We all know that vinyl records, once seemingly almost defunct, have experienced a spike in sales. With new music the resurgence has crossed many genres, but some still lag behind. In my survey of current bossa nova that appeared in Issue 258, for example, only one of the releases came out on wax; with classical music, new recordings seldom receive the vinyl treatment.
New jazz is starting to fare better. It still trails behind indie rock and roots music, and most jazz releases are still likely to be CD-only. However, the numbers have been growing, and recent trends have been especially encouraging. Long-established and larger labels like Blue Note and ECM have increased their level of commitment, increasing the odds that more small labels will jump in as well.
Younger musicians have embraced the medium for aesthetic, philosophical, and commercial reasons. As tenor saxophonist Binker Golding put it, “Music seems to be sort of moving into an age where people are perhaps subconsciously perceiving it as disposable. You can get it free on YouTube or Spotify, and people are sampling other people’s music. Personally, I’d like to see all of that get reversed.” Golding added, “I’m told that vinyl is the only type of music hardware where the sales are actually going up, so that’s good.” The new trend isn’t limited to the young lions, however—one of the musicians in this survey is Ahmad Jamal, who released his first EP in 1951.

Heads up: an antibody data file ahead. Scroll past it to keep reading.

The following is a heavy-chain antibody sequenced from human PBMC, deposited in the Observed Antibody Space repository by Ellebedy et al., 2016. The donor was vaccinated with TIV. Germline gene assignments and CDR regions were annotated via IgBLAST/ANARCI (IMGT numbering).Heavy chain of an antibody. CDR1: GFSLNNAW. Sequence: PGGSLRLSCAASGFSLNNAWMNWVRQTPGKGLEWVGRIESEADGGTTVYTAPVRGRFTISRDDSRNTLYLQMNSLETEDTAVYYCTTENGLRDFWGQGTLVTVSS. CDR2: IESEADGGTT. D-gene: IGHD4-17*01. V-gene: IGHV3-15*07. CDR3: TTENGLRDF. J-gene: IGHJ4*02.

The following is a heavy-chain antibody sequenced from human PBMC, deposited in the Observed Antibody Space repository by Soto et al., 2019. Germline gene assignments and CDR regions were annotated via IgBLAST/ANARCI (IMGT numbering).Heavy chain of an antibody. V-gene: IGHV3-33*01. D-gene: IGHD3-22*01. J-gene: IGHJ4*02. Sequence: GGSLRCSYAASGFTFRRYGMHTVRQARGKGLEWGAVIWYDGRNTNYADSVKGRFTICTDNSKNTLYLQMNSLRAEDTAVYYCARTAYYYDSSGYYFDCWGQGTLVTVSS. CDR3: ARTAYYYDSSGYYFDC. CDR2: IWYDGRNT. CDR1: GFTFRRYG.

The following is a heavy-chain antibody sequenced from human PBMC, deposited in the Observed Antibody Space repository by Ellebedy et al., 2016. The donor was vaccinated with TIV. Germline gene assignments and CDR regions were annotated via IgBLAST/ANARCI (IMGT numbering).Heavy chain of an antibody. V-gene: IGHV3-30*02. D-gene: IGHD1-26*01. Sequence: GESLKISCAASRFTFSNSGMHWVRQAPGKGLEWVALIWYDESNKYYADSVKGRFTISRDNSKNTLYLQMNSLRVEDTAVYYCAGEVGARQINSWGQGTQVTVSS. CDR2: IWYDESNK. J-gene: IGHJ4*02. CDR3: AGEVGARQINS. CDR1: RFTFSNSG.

New jazz on vinyl is an international phenomenon. In fact, nine different countries are represented in the ten labels discussed here; only the United States appears twice. The balance between straight-ahead and outside jazz sounds seems to reflect jazz in general. Although it’s not universal, new jazz on vinyl has an audiophile streak, including pure analog recordings. This list is by no means exhaustive—Delmark, Cuneiform, Nonesuch, and the newly re-formed Impulse are also among the more visible labels to release new jazz on vinyl. In Issue 240 I wrote about Mack Avenue’s commitment to the format, and Cécile McLorin Salvant’s recent For One to Love is one of many reasons to get to know that label. Occasionally in this article you’ll see first-time vinyl releases of albums that were previously CD-only, which should appeal to the same people who seek out new jazz on black disc.
Finally, a word on why this is seen as an encouraging development in the first place. Often support for vinyl is linked to sonics—no argument there. Also, anyone whose collection of jazz albums dates back to the early 1950s has to welcome an opportunity to add some current music to his shelves. And the more commonplace new jazz on wax becomes, the more the genre in general can profit from the vinyl resurgence. If you’ve read this far, you probably agree that’s a good thing.